Monday, September 23, 2013

Uh Oh! He's Talking to Me!

During Year C of the three-year lectionary, when Luke is the featured gospel account, making it more than three weeks in a row without preaching about rich people is pretty hard. According to Luke, Jesus loved to pick on them, and he’s at it again this week in the parable of Lazarus and the rich man (Luke 16:19-31). The Track 2 Old Testament reading (Amos 6:1a, 4-7) doesn’t give any relief, and even the Epistle lesson (1 Timothy 6:6-19) contains a specific instruction on how to deal with rich people. So, for the third or fourth or fifth time since Pentecost, I’ll probably be preaching about those of us who live in excess.

There’s something about the Amos reading that brings this particularly close to home.

            Alas for those who lie on beds of ivory,
and lounge on their couches,
and eat lambs from the flock,
and calves from the stall;
who sing idle songs to the sound of the harp,
and like David improvise on instruments of music;
who drink wine from bowls,
and anoint themselves with the finest oils…

My bed isn’t made of ivory, but I’m pretty pleased with our mattress and the nicely coordinated sheets under which I sleep every night. And I wouldn’t call my Sunday afternoon nap on the couch “lounging,” but it is a wonderful couch—long enough for me to stretch all the way out on. It’s been a while since I’ve had lamb or veal, but I must confess that there’s a portion of a leg of lamb that I picked up on sale in my refrigerator right now. Most of my singing isn’t to the sound of the harp, and I rarely improvise on instruments of music, but I sing idle songs all day long. I don’t drink copious amounts of red wine, and, when I do, I drink it from glasses rather than bowls, but I like to use those deep, wide-mouthed Burgundy glasses that are bowl-like. I don’t know anyone who anoints himself with oils—fine or not. Some of us use lotion for dry skin, especially now that fall is here. I don’t usually indulge in oils or lotions, but I am pretty particular about my shampoo, which is probably the 21st-century equivalent. So, yeah, Amos is talking to me.

Alas for those of us who live the kind of life I live…but are not grieved over the ruin of Joseph! Working Preacher suggests that “the ruin of Joseph” is a way of saying the entire population of Israel, who, as Seth mentioned yesterday in his sermon, were widely divided by wealth. Some people were super-rich, while many others were struggling to get by. Amos had in his sights the wealth disparity of his community. “The rich get richer, while the poor get screwed,” as a fiery young preacher once preached a long, long time ago. In other words, the prophet Amos is prophesying woes to those who live the lives of rich people while others around them are struggling. If that isn’t a lesson for today, I don’t know what is.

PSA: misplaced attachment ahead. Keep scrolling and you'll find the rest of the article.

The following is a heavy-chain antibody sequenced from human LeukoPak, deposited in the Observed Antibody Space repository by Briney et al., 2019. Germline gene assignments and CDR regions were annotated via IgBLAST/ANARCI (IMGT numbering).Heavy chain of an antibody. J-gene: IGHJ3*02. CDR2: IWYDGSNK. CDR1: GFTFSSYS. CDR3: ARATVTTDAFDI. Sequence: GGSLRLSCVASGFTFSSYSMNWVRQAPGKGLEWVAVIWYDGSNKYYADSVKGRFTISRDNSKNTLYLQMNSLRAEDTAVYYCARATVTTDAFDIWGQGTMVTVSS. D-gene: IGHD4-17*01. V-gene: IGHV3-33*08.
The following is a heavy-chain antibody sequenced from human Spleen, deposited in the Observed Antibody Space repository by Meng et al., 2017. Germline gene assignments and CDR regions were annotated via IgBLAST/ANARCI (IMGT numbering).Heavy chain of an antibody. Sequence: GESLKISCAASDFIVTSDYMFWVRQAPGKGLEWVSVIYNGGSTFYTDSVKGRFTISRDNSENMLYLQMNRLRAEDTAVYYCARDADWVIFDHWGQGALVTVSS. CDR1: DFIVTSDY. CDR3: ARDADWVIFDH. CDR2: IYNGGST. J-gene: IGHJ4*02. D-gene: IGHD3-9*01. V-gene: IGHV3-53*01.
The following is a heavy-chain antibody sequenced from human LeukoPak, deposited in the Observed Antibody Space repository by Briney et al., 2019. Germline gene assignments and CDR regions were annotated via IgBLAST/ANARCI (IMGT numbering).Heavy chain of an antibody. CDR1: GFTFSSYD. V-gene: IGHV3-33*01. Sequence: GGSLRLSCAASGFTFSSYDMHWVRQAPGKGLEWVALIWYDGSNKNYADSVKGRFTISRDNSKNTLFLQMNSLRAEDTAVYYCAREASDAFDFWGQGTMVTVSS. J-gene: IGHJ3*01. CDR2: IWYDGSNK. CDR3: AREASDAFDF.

There’s a fine line between rich people like me insulating themselves from the troubles of the poor and rich people like me using their wealth to perpetuate a system of injustice. It starts by wanting to feel secure. The nice car, the nice house, the bed of ivory—they are coveted not simply because for their opulence but for the message of security they portray. And, when we build up for ourselves an unassailable fortress of financial security, we begin to look out at the world from our secure position and see threats. And then we wall ourselves in with even more expressions of security, and, before you know it, every moment of our life is an “us vs. them” experience. Pretty soon, we’re not just distancing ourselves from the poor—we’re taking steps to make sure that their poverty (and our wealth) are inescapable—a great chasm that no one can cross.


Woe to me and woe to you! Woe to those of us who live lives of comfort but ignore the plight of the poor! Woe to those of us whose security depends upon a fence or a moat or a wall or a private school or a summer camp or a gated community or a lake house that no one can cross—in or out. Amos is talking to us. Jesus is, too, but, before we listen to what he says, we need to be sure that we’re ready to listen.

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